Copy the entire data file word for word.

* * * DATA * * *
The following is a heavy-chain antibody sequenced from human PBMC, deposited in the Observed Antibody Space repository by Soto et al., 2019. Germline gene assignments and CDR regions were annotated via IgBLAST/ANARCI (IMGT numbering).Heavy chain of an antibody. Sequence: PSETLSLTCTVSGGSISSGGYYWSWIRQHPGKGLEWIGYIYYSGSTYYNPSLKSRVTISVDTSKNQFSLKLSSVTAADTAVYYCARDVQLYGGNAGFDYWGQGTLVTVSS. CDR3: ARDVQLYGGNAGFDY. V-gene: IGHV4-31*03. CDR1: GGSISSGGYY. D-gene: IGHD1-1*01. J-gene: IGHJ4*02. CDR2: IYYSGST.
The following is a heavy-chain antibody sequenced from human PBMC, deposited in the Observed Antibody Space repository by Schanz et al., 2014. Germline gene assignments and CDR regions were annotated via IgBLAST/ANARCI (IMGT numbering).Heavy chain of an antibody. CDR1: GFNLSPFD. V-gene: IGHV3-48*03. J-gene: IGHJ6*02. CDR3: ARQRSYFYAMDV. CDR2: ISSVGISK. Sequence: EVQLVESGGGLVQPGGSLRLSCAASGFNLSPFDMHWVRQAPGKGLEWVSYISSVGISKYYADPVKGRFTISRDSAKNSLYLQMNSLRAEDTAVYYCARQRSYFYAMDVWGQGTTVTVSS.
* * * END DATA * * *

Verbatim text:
The following is a heavy-chain antibody sequenced from human PBMC, deposited in the Observed Antibody Space repository by Soto et al., 2019. Germline gene assignments and CDR regions were annotated via IgBLAST/ANARCI (IMGT numbering).Heavy chain of an antibody. Sequence: PSETLSLTCTVSGGSISSGGYYWSWIRQHPGKGLEWIGYIYYSGSTYYNPSLKSRVTISVDTSKNQFSLKLSSVTAADTAVYYCARDVQLYGGNAGFDYWGQGTLVTVSS. CDR3: ARDVQLYGGNAGFDY. V-gene: IGHV4-31*03. CDR1: GGSISSGGYY. D-gene: IGHD1-1*01. J-gene: IGHJ4*02. CDR2: IYYSGST.
The following is a heavy-chain antibody sequenced from human PBMC, deposited in the Observed Antibody Space repository by Schanz et al., 2014. Germline gene assignments and CDR regions were annotated via IgBLAST/ANARCI (IMGT numbering).Heavy chain of an antibody. CDR1: GFNLSPFD. V-gene: IGHV3-48*03. J-gene: IGHJ6*02. CDR3: ARQRSYFYAMDV. CDR2: ISSVGISK. Sequence: EVQLVESGGGLVQPGGSLRLSCAASGFNLSPFDMHWVRQAPGKGLEWVSYISSVGISKYYADPVKGRFTISRDSAKNSLYLQMNSLRAEDTAVYYCARQRSYFYAMDVWGQGTTVTVSS.